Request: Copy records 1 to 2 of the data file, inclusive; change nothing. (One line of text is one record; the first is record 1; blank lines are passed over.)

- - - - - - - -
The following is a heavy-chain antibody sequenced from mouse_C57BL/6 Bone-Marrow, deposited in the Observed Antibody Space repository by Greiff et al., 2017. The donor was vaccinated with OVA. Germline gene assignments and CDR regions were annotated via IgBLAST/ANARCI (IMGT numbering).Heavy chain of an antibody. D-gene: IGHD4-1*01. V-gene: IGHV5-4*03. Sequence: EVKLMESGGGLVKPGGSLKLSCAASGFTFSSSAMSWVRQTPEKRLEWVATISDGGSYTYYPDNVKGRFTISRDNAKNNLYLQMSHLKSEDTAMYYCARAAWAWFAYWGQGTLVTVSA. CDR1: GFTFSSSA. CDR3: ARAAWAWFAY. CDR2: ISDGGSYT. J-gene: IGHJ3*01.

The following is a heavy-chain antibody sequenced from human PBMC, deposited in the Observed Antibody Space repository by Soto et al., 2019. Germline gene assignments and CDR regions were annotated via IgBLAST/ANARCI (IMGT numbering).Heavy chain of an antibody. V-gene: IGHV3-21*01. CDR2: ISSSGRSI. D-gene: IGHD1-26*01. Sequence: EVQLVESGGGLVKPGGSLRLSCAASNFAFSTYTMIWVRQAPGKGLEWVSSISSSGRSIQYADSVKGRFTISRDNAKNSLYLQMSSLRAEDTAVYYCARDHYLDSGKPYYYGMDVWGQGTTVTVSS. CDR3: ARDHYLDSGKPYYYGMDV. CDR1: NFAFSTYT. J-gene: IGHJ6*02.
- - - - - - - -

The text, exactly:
The following is a heavy-chain antibody sequenced from mouse_C57BL/6 Bone-Marrow, deposited in the Observed Antibody Space repository by Greiff et al., 2017. The donor was vaccinated with OVA. Germline gene assignments and CDR regions were annotated via IgBLAST/ANARCI (IMGT numbering).Heavy chain of an antibody. D-gene: IGHD4-1*01. V-gene: IGHV5-4*03. Sequence: EVKLMESGGGLVKPGGSLKLSCAASGFTFSSSAMSWVRQTPEKRLEWVATISDGGSYTYYPDNVKGRFTISRDNAKNNLYLQMSHLKSEDTAMYYCARAAWAWFAYWGQGTLVTVSA. CDR1: GFTFSSSA. CDR3: ARAAWAWFAY. CDR2: ISDGGSYT. J-gene: IGHJ3*01.

The following is a heavy-chain antibody sequenced from human PBMC, deposited in the Observed Antibody Space repository by Soto et al., 2019. Germline gene assignments and CDR regions were annotated via IgBLAST/ANARCI (IMGT numbering).Heavy chain of an antibody. V-gene: IGHV3-21*01. CDR2: ISSSGRSI. D-gene: IGHD1-26*01. Sequence: EVQLVESGGGLVKPGGSLRLSCAASNFAFSTYTMIWVRQAPGKGLEWVSSISSSGRSIQYADSVKGRFTISRDNAKNSLYLQMSSLRAEDTAVYYCARDHYLDSGKPYYYGMDVWGQGTTVTVSS. CDR3: ARDHYLDSGKPYYYGMDV. CDR1: NFAFSTYT. J-gene: IGHJ6*02.